King’s Six Principles of Nonviolence



Educators interested in teaching the power of nonviolence have some excellent resources. One of the best is The King Center established in 1968 by Coretta Scott King. There you can browse a digital archive of King’s writings and read his principles of Nonviolence.

If you are looking for additional lessons for your classrooms check out the lesson plans at Readwritethink, Stanford University, Edsitement, and The National Archives.

Below you will find Dr. King’s Six Principles of Nonviolence.  I believe they should be required reading in every school.

Fundamental tenets of Dr. King’s philosophy of nonviolence described in his first book, Stride Toward Freedom. The six principles include:

  • Nonviolence is a way of life for courageous people.
    It is active nonviolent resistance to evil.
    It is aggressive spiritually, mentally and emotionally.
  • Nonviolence seeks to win friendship and understanding.
    The end result of nonviolence is redemption and reconciliation.
    The purpose of nonviolence is the creation of the Beloved Community.
  • Nonviolence seeks to defeat injustice not people.
    Nonviolence recognizes that evildoers are also victims and are not evil people.
    The nonviolent resister seeks to defeat evil not people.
  • Nonviolence holds that suffering can educate and transform.
    Nonviolence accepts suffering without retaliation.
    Unearned suffering is redemptive and has tremendous educational and transforming possibilities.
  • Nonviolence chooses love instead of hate.
    Nonviolence resists violence of the spirit as well as the body.
    Nonviolent love is spontaneous, unmotivated, unselfish and creative.
  • Nonviolence believes that the universe is on the side of justice.
    The nonviolent resister has deep faith that justice will eventually win.
    Nonviolence believes that God is a God of justice.

Teaching Nonviolence through Biography


I am from St. Louis and the events of the past week have literally hit close to home for me.  As an educator I know that we have an obligation to talk to our students about the events surrounding the conflict in Ferguson and I believe it is an opportunity to teach valuable lessons from the stories of history.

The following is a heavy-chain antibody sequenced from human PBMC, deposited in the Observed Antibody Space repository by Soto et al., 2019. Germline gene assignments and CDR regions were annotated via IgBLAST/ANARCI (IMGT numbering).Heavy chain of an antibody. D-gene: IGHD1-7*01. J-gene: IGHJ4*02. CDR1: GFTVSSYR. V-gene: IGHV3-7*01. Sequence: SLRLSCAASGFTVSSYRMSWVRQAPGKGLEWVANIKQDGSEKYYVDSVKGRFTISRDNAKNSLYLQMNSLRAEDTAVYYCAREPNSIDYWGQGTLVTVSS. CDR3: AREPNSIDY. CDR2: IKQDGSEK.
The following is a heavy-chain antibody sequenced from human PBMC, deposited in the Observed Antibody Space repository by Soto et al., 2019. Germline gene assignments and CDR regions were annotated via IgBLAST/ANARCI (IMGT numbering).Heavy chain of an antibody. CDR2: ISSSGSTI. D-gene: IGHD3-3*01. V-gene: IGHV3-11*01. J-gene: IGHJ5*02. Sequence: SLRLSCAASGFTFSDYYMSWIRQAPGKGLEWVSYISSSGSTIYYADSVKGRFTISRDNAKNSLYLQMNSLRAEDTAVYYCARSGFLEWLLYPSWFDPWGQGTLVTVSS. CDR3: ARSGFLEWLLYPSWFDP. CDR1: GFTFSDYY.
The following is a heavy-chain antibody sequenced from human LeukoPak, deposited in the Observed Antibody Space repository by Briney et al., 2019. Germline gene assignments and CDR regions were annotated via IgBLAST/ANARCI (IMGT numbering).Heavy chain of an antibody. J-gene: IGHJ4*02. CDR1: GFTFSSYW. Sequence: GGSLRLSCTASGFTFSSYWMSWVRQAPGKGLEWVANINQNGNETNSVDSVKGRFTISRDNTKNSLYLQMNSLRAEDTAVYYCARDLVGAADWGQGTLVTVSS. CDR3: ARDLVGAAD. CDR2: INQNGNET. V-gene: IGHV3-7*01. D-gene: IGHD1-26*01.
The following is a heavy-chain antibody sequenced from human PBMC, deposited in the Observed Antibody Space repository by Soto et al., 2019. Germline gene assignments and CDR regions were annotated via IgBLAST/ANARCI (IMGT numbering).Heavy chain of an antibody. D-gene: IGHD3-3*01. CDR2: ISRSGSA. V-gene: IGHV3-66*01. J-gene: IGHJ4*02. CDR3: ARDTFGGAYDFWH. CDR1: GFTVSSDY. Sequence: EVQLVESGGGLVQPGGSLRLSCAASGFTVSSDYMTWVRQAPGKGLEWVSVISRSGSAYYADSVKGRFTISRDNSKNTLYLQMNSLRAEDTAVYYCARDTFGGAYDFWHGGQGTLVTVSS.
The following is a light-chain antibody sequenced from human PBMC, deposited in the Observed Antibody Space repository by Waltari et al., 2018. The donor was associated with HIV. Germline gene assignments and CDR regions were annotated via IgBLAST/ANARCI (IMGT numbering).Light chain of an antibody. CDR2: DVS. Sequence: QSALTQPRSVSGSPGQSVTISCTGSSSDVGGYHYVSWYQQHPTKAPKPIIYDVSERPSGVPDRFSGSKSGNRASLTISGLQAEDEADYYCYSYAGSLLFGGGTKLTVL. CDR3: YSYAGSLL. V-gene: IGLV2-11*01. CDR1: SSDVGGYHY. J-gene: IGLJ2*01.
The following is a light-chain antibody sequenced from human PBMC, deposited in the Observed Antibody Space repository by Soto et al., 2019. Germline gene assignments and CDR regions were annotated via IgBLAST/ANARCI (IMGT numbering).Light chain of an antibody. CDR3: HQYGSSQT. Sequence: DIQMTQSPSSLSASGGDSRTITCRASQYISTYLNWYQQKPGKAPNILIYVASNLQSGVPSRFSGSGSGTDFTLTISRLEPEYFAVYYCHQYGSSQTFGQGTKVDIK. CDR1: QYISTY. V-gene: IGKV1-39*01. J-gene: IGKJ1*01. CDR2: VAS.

We have an amazing heritage of historical heroes who have enacted great change through nonviolent actions.  Martin Luther King Jr., Nelson Mandela, Mahatma Gandhi, and Jane Addams are just a few of the names that come to mind.  By studying their lives and stories we can equip young people with the tools they need to affect positive change in this world without violence or destruction.

mlkspeechNonviolence is a powerful and just weapon,
which cuts without wounding and ennobles
the man who wields it. It is a sword that heals.
Martin Luther King, Jr.


I hope the following lesson plan will help you teach the value of nonviolence and the truth of Dr. King’s words.

Unit: Leaders in nonviolence
Grade level: 4-8
Time: at least three 45 minute class periods

Lesson Objective:  Students will read informational texts to compare the history of nonviolence in social change.  They will work together to create a classroom presentation about leaders of three different nonviolent movements.

Common Core
RI.5.1 Quote accurately from a text when explaining what the text says explicitly and when drawing inferences from the text.

RI.5.2 Determine two or more main ideas of a text and explain how they are supported by key details; summarize the text

RI.5.3 Explain the relationships or interactions between two or more individuals, events, ideas, or concepts in a historical, scientific, or technical text based on specific information in the text

RI.5.9 Integrate information from several texts on the same topic in order to write or speak about the subject knowledgeably

Books and research materials on Martin Luther King Jr., Gandhi, and Nelson Mandela. Pencil Paper, guided learning sheet, poster board, markers
Suggested websites:

Martin Luther King Jr.

Jane Addams

Nelson Mandela

Mahatma Gandhi


Divide your class into small study groups and assign each group one of the leaders to study.   Each group will need to be able to answer the following questions:

  1. Where and when did your leader live?
  2. What were the problems in their world?
  3. What was the problem your leader wanted to solve?
  4. How did he/she try to fix the problem?

Tell the students they will use the information to make a poster to present to their class.  Allow at least two class periods for research and poster construction.

Have students present their posters to the class. After the presentations ask students to discuss the following questions.

  1. What is the difference between a violent protest and a nonviolent protest?
  2. What kind of protest did Addams, Mandela, Gandhi and King believe in?
  3. How did they work for change in their governments?
  4. Were they successful?
  5. What could you do to change something that you felt was unfair?